With the departure of Lewis Hamilton to Mercedes, there is a clear number one position at Mclaren for the first time since the Mika Hakkinen-David Coulthard era; the man expected to deliver this time is the most experienced driver in the sport and 2009 World Champion Jenson Button.
With critics already suggesting this could be the worst Mclaren season for some years, is there any reason to assume otherwise? On paper, the Button/Perez pairing is a gamble compared to the tried and tested Alonso/Massa and Vettel/Webber partnerships of Mclaren rivals Red Bull and Ferrari.
Button has been here before – in 2004 he became de facto team leader at BAR after the departure of 1997 World Champion Jacques Villeneuve. That Villeneuve had ridiculed Button at the start of the 2003 season only made the Canadian look ridiculous when he eventually turned his back on the team before the year was out, being comprehensively outperformed by the young Brit. Button’s tenure in the number one slot lasted on through two seasons until Rubens Barrichello arrived at the Honda squad (BAR was bought out by Honda in 2006) after a bruising six-year stint as Michael Schumacher’s understudy at Ferrari. During this time he capitalised on a very quick 2004 machine in the shape of the BAR 006 to score nine podiums and was unlucky to be denied victory through a combination of bad luck and bad planning, although 2005 was more disappointing as he was forced to lead the team through the disgrace of a three-race ban for fuel tank irregularities after the San Marino Grand Prix. He bounced back with pole position in Canada but was eliminated from the race after scraping his car along the infamous ‘wall of champions’.
Pre-season testing ahead of 2006 saw Barrichello and Button neck-and-neck and the team looked set for a successful year as potential title-challengers; as things turned out the car was a dog and only a 3rd place for Button in Malaysia brought any cheer. Pole in Australia was converted into a spectacular engine failure just yards from the finish line that caused many a red face in Honda’s engine department. The wet Hungarian Grand Prix in early August saw Button take that now legendary first win while Barrichello dropped off the pace after running strongly in the opening stages.
Similarly in 2007 it was Button who delivered as Barrichello ended a season pointless for the first time in his lengthy career – the roles reversed somewhat in 2008 as Rubens took the lion’s share of Honda points (14 was a total not to be boasted about however). Re-vitalised with that Brawn car for 2009 it’s probably superfluous to outline what happened, but once again Button led the charge and came away with the title.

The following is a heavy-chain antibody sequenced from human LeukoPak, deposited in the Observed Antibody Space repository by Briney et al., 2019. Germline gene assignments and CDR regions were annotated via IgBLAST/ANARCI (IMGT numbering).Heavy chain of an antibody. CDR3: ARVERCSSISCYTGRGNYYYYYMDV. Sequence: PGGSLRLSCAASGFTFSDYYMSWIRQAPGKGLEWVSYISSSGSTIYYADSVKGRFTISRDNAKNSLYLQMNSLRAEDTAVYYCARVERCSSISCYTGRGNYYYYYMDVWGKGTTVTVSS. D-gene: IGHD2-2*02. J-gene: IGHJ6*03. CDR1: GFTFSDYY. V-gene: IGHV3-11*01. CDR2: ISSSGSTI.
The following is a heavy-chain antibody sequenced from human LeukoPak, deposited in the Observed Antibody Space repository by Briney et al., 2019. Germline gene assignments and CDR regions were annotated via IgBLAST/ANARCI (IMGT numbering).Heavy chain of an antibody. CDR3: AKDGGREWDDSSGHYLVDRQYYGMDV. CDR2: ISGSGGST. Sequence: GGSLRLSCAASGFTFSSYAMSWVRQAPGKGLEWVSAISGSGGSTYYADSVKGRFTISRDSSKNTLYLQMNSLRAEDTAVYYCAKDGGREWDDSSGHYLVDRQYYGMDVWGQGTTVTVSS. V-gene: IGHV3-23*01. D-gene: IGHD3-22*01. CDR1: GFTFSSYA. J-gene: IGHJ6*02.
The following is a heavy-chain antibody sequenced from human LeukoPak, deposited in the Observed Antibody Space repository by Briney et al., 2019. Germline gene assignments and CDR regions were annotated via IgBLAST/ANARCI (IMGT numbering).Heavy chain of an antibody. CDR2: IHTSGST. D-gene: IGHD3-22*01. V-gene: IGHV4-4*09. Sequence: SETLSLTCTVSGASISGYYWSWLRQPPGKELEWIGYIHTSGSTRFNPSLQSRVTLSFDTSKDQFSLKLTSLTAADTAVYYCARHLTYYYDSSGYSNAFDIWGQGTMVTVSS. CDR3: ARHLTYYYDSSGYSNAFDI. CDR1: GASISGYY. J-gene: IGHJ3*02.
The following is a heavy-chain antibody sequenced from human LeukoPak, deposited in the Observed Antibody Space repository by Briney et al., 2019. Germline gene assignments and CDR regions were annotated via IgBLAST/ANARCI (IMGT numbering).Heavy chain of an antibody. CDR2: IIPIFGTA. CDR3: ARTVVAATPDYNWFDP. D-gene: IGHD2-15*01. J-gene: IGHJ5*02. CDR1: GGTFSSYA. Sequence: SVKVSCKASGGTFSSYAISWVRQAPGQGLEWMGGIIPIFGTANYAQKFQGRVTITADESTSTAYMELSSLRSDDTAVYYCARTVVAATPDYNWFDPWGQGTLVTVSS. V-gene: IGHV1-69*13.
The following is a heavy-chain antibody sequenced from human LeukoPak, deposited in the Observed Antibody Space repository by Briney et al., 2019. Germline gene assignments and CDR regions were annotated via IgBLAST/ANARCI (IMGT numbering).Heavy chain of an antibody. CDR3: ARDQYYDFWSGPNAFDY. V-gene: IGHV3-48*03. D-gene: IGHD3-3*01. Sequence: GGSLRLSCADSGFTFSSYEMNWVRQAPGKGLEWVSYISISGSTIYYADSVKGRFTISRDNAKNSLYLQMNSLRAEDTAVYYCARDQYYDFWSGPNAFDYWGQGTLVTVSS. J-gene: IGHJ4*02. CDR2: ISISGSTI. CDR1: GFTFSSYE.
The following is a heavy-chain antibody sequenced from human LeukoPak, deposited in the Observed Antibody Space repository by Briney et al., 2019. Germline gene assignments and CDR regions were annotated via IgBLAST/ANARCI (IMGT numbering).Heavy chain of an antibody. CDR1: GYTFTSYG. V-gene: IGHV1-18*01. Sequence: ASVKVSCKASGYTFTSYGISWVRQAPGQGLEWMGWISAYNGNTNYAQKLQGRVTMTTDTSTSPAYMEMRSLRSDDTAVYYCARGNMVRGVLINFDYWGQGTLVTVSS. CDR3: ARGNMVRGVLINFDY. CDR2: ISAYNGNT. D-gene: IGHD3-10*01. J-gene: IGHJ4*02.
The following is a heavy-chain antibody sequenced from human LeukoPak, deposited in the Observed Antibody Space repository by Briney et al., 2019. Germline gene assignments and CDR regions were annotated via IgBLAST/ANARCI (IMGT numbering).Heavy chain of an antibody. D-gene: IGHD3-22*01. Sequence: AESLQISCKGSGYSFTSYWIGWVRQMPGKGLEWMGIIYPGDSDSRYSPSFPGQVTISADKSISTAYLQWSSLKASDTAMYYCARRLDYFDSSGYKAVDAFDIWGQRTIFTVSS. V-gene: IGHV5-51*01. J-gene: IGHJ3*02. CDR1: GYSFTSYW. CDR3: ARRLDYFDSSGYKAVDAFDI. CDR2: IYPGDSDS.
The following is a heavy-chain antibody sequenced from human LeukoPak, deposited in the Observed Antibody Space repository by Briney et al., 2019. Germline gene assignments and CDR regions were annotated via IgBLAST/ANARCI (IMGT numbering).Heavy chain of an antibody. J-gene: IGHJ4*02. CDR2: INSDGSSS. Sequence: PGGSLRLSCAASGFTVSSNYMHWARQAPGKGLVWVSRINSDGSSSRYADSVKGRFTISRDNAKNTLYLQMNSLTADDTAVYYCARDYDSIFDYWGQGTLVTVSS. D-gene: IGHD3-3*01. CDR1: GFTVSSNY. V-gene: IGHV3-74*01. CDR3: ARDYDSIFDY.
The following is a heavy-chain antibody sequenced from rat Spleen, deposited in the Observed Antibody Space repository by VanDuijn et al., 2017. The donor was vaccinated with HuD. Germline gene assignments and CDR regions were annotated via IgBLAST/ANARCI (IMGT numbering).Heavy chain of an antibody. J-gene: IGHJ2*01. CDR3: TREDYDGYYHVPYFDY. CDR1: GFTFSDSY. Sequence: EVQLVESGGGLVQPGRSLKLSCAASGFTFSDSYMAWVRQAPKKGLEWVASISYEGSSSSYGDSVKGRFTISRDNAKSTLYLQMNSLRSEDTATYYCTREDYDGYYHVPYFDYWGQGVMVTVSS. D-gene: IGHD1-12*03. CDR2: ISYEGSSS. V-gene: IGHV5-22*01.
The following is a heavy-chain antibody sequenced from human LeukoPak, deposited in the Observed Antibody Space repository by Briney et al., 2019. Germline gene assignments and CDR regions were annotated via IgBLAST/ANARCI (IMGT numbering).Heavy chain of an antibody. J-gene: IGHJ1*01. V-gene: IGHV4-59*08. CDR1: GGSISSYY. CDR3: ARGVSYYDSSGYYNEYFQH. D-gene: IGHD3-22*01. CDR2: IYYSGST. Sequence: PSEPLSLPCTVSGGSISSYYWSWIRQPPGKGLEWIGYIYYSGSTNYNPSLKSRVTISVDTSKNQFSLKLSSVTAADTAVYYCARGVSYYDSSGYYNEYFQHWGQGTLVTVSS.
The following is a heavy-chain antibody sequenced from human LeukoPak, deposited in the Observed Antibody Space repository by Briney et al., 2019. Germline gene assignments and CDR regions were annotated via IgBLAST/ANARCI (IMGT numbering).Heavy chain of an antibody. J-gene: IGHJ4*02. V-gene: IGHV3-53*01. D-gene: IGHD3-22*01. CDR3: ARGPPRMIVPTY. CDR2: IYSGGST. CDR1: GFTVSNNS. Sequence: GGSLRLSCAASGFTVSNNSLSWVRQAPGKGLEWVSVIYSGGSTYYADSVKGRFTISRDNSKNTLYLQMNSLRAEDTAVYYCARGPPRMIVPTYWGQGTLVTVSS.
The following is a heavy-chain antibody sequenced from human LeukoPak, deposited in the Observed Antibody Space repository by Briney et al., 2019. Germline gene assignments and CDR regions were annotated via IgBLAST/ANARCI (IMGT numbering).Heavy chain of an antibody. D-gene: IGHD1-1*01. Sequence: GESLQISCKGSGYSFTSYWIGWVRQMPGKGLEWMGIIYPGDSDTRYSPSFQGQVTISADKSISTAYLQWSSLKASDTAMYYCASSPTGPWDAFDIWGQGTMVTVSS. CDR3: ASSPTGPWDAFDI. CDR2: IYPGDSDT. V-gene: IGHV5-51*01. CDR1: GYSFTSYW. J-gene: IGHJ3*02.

Jenson’s strengths appear to lie in man-management; not once in his crushingly disappointing BAR and Honda career did he lambast the team, as would have been so easy to do. Each weekend he presented that smiling, optimistic face to the media and although this marked him out somewhat as a figure of fun while compatriot Lewis Hamilton steamed to the 2008 title, it gave the backroom boys at Brackley the encouragement and belief that their work could make the difference. His driving was solid and error-free, netting the team vital results on days when others fell off the track.
The weaknesses are perhaps all too familiar after the 2012 debacle that saw Button running behind a Caterham in Monaco – setup and tyre temperature. Unlike Hamilton, Button struggles with the balance of the car and needs it in a very fine window to drive to the maximum. While all is well he can outpace virtually anyone but the minute oversteer kicks in the speed appears to have all but vanished, as was painstakingly clear in the Canadian Grand Prix last year when he burnt through set after set of tyres to no avail. In 2009 he seemed to hesitate and hold back in order to protect his championship leads and many contributed this to a case of ‘tightening up’ mentally and shrinking back from direct battles with title competitors Barrichello and Sebastian Vettel. The drive at Interlagos put paid to some of those claims, but there remains a camp of thought that still believe that 2009 triumph could have been celebrated sooner had Button remained on maximum attack for longer.
While Jenson should have no trouble handling the challenge of Perez mentally, nor inspiring the Mclaren team to keep forging ahead, if his results suffer the same erratic peaks and troughs they did in 2012 it will be difficult to see Mclaren as anything other than ‘also-rans’.
‘I am part of the furniture, part of the family here now.’ The former Champion claimed in a recent interview with website AskMen. ‘So they will look to me for results but I don’t think there will be any more pressure at all. I have fought for championships and won championships, and that is pressure. When you’re in a car which can win every race, or fight for a win every race, that is pressure. But I have had that for the last four years.’
Button’s been there before and done that. He might just surprise us. A certain moustachioed former World Champion once claimed Button ‘would never win a race’…